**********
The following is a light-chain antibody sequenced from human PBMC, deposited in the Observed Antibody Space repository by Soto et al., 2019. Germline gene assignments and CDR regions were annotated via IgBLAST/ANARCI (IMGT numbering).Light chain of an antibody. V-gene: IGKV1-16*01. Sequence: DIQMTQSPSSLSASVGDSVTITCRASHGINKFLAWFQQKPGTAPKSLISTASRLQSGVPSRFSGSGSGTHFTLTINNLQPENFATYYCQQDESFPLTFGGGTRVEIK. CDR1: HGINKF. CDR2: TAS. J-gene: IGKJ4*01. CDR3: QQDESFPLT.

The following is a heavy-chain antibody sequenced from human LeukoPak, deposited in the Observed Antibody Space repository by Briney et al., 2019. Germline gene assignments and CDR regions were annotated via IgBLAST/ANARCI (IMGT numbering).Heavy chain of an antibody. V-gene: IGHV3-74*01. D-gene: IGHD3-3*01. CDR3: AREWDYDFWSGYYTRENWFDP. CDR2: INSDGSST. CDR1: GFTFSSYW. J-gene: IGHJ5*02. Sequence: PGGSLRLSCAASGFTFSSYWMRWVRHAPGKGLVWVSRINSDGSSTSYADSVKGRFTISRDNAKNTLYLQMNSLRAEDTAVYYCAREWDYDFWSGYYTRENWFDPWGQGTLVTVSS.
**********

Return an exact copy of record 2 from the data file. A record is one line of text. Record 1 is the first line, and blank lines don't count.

The following is a heavy-chain antibody sequenced from human LeukoPak, deposited in the Observed Antibody Space repository by Briney et al., 2019. Germline gene assignments and CDR regions were annotated via IgBLAST/ANARCI (IMGT numbering).Heavy chain of an antibody. V-gene: IGHV3-74*01. D-gene: IGHD3-3*01. CDR3: AREWDYDFWSGYYTRENWFDP. CDR2: INSDGSST. CDR1: GFTFSSYW. J-gene: IGHJ5*02. Sequence: PGGSLRLSCAASGFTFSSYWMRWVRHAPGKGLVWVSRINSDGSSTSYADSVKGRFTISRDNAKNTLYLQMNSLRAEDTAVYYCAREWDYDFWSGYYTRENWFDPWGQGTLVTVSS.